Monday, 22 August 2011

Autism: An Ailment or Evolution?

In discussions on autism, a major characteristic often cited is that children with autism do not interact in the same way as "normal" children. Specifically, they do not seek physical comforts, like hugs, or make eye-contact, etc.

Inspired by the books "Childhood's End", and "The Way to Love", I have to wonder if the apparent increase in children with autism today is a sign of a new step in evolution?

The convention of physical contact with each other, that we take to be a sign of humanity, or normalcy, can also be interpreted as a behaviour resulting from fear. The deep-seated psychological fear of isolation, of being alone, disconnected -- despite our genuine inter-dependance -- can be somewhat relieved by physical connection, by touch, by looking in someone's eyes and smiling. These actions are a comfort. It makes many of us uncomfortable when other people do not behave in the same way.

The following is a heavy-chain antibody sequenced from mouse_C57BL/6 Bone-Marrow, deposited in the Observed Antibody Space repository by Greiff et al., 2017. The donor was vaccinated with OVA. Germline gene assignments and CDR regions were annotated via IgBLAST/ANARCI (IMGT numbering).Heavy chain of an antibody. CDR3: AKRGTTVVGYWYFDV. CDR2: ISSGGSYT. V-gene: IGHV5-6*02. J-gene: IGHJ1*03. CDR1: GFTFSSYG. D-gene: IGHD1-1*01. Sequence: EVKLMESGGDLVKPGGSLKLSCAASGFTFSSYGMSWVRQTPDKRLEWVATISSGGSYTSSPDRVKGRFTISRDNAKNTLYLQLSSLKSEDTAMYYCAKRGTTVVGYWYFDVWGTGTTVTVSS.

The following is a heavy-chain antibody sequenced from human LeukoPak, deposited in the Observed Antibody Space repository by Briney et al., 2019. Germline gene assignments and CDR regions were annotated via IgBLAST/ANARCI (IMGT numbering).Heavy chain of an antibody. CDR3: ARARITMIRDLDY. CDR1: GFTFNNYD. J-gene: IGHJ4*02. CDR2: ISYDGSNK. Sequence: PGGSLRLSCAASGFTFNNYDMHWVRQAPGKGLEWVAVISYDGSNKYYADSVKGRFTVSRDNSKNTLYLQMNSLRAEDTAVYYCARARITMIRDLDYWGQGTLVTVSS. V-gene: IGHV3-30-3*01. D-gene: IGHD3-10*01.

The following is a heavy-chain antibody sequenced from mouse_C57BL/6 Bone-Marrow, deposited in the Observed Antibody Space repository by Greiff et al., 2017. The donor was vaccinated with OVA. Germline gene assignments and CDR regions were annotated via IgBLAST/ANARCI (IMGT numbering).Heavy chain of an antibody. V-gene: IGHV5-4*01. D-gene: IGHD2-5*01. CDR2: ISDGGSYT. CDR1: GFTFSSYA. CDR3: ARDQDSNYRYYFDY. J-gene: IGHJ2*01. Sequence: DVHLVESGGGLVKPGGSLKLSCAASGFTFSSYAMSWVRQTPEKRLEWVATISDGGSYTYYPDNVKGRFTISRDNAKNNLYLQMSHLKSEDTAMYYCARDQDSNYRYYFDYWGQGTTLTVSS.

But if the root cause of the behaviour -- fear -- were removed, would the behaviour still exist? In other words, is the lack of eye-contact or hugging among people with autism painful to them, or only to those of us who need such things and cannot understand? Are we projecting onto people with autism our own perception about what is normal, and assuming that they need to be saved, to be cured?

Is it possible that people with autism have an innate sense of connection so that a need to reassure themselves of this fact through physical contact with others is unnecessary? If so, this could be described as a spiritual advancement. For people to have a genuine sense of connection innately is fascinating. Many of us struggle through spiritual practice to attain this kind of confidence and spiritual freedom. One's capacity to love is greater because of the lack of fear.

This may be a gross misinterpretation of the experience of a person with autism, but the possibility is intriguing. What it could mean... I don't really know.